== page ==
Final Fantasy XIII Review
Thirteenth time's the charm?
By Ben Salter
Final Fantasy XIII has been a long time coming. Perhaps a little too long, as hardcore fans have grown tired of being forced to make do with Wii and handheld spin-offs. PS3 gamers have every right to be upset, not just because what was once expected to be an exclusive title has wondered across to the Xbox 360, but because the 360 port has been responsible for its massive delay. That aside, it’s here now, with a simplified approach to target a new audience; but does it live up to the expectations of series veterans?
Straight out I’m going to level with you and say that I’m far from a Final Fantasy fanboy. I’ve played Final Fantasy VII, like any good gamer, and Final Fantasy X on PS2, as well as spin-offs on handhelds, the Wii and GameCube. Truth be told, I never completed any of them. To the hardcore Final Fantasy fans out there I apologize for not sharing your level of enthusiasm. As such, I went into Final Fantasy XIII not expecting to like it. But I have to say, the new approach is actually quite welcoming to newcomers and those yet to be converted to the Final Fantasy side of life.
Even with limited Final Fantasy experience, the first change becomes apparent within the first hour. Square Enix has not crafted a run of the mill RPG, full of exploration and countless backtracking. It’s a story driven adventure with gorgeous cinematics and energetic characters. At times it throws back to FInal Fantasy X with its focus on linear exploration, but other than that it’s like no other Final Fantasy game you’ve played before. Sure, the core elements, namely combat and narrative, remain largely unchanged, but beyond that Final Fantasy fans won’t know what hit them. FFXIII is either a benefactor or victim of the casual gamer. Don’t take that the wrong way and assume this is a game for mum and grandpa, quite the contrary. But it’s hard to ignore the influence casual gaming is having on more hardcore markets. Square Enix has done away with anything that might have made the previous games too confusing or daunting for newcomers. Omitting exploration is the big one, but such mindless wondering is often the cause of people despising RPGs. Random battle encounters, its partner in crime, is also absent.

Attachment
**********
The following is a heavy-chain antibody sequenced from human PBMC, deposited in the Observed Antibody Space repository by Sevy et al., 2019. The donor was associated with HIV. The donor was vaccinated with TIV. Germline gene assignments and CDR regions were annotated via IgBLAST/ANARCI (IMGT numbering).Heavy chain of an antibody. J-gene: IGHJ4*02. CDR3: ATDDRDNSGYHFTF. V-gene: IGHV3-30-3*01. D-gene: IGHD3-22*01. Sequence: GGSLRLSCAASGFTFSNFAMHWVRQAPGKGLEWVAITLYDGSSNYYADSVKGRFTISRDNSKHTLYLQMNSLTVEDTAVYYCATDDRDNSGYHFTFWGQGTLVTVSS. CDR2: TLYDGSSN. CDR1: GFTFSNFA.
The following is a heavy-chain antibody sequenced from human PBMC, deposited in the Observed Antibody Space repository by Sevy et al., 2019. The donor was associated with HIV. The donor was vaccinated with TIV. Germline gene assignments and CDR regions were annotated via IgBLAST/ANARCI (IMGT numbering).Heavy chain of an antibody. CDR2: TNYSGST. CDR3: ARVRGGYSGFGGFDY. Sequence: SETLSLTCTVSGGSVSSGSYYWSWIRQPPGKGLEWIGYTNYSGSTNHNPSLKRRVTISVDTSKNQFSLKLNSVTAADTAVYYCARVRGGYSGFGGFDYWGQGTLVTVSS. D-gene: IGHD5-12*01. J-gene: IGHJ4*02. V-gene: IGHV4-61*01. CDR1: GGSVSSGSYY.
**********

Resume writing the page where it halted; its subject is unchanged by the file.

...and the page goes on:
This simplified approach won’t be to everybody’s taste and extends to battles and even your party; you don’t get to choose who’s in your team for the first 20-25 hours. Party-based strategy games, like the Final Fantasy series, are all about building the best possible team. To not have this option for over 20 hours is somewhat bazaar, but it’s all in the name of making things simpler. You have limited options and no longer have to worry about individual character ranks. Instead you simply purchase new abilities and items from the main menu when you’re good and ready. Likewise the game looks after you by replenishing health after each battle. “Easy” comes to mind after that description, but it hardly does FFXIII any justice. Perhaps if we say “made easy”, as there’s far less to worry about than in previous Final Fantasy games, but that’s not to say it’s a joyride from start to finish.
With so much removed from the core Final Fantasy experience, what’s left? Final Fantasy XIII is all about combat and story. To an extent nothing else matters. You’re led along an extremely linear path by a relatively engaging story. That works in an action game or FPS, so it’s no surprise to see combat as the main gameplay element in FFXIII. While having to wait over 20 hours to be given full access to battle and party options is far from ideal, the battle system in Final Fantasy XIII is the best I’ve seen in the series. The system revolves around “paradigms”. Essentially each character can be trained in 6 different skill sets, Medic, Ravager, Commando, Sentinel, Synergist and Saboteur, but can only use one at any given time (e.g. can only attack with ravager or heal etc). Creating a powerful combination therefore becomes imperative for success in what is a tactical, but challenging, turn-based battle system. Paradigm Switch allows them to be swapped around during the course of battle, which in itself becomes an art-form. Switching Paradigms to suit the situation is something that has to be learned through practice. It takes a little while but once you’ve mastered it Paradigm Switch becomes a reflex.